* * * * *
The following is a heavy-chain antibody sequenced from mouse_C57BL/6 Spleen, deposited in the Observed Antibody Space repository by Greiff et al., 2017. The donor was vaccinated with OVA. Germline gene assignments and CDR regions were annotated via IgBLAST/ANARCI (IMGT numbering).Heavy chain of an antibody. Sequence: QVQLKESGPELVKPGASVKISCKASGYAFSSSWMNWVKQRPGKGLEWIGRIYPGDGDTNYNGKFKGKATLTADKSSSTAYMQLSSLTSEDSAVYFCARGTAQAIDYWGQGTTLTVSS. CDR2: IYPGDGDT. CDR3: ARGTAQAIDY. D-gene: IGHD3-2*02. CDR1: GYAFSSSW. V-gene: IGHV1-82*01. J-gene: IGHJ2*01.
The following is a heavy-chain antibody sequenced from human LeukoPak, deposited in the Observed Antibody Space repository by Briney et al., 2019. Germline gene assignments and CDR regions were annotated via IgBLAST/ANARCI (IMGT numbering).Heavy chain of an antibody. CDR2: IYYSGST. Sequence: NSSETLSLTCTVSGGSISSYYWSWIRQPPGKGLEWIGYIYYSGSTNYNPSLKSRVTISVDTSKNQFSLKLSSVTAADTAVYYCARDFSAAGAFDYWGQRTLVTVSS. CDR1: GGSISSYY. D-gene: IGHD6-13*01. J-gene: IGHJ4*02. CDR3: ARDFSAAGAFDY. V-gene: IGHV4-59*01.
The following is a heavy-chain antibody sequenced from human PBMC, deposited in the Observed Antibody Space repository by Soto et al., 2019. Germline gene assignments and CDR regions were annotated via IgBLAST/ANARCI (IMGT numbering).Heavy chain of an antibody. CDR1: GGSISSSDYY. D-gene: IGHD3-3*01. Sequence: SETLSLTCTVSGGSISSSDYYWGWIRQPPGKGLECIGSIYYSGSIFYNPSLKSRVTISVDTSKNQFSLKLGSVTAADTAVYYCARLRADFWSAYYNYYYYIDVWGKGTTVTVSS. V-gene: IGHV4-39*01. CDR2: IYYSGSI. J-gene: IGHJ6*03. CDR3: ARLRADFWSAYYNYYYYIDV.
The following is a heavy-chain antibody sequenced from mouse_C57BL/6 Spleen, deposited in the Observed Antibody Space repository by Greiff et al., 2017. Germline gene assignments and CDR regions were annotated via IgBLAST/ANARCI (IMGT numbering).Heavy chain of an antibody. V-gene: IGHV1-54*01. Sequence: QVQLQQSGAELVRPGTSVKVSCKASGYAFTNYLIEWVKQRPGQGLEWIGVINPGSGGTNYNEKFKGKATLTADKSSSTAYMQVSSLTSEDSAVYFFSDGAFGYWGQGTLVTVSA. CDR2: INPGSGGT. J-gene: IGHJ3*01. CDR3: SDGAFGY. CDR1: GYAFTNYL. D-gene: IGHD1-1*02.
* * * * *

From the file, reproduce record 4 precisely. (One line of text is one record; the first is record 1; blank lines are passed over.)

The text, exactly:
The following is a heavy-chain antibody sequenced from mouse_C57BL/6 Spleen, deposited in the Observed Antibody Space repository by Greiff et al., 2017. Germline gene assignments and CDR regions were annotated via IgBLAST/ANARCI (IMGT numbering).Heavy chain of an antibody. V-gene: IGHV1-54*01. Sequence: QVQLQQSGAELVRPGTSVKVSCKASGYAFTNYLIEWVKQRPGQGLEWIGVINPGSGGTNYNEKFKGKATLTADKSSSTAYMQVSSLTSEDSAVYFFSDGAFGYWGQGTLVTVSA. CDR2: INPGSGGT. J-gene: IGHJ3*01. CDR3: SDGAFGY. CDR1: GYAFTNYL. D-gene: IGHD1-1*02.